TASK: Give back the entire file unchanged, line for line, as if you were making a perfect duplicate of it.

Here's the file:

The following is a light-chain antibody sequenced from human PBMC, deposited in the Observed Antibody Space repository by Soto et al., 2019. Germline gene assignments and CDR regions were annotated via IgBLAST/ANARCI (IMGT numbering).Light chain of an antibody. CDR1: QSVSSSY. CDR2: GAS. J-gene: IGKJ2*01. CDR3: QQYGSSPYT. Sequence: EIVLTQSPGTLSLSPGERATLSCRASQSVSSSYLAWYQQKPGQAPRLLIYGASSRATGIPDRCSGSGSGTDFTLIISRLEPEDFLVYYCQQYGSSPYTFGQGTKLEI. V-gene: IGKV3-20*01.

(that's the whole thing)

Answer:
The following is a light-chain antibody sequenced from human PBMC, deposited in the Observed Antibody Space repository by Soto et al., 2019. Germline gene assignments and CDR regions were annotated via IgBLAST/ANARCI (IMGT numbering).Light chain of an antibody. CDR1: QSVSSSY. CDR2: GAS. J-gene: IGKJ2*01. CDR3: QQYGSSPYT. Sequence: EIVLTQSPGTLSLSPGERATLSCRASQSVSSSYLAWYQQKPGQAPRLLIYGASSRATGIPDRCSGSGSGTDFTLIISRLEPEDFLVYYCQQYGSSPYTFGQGTKLEI. V-gene: IGKV3-20*01.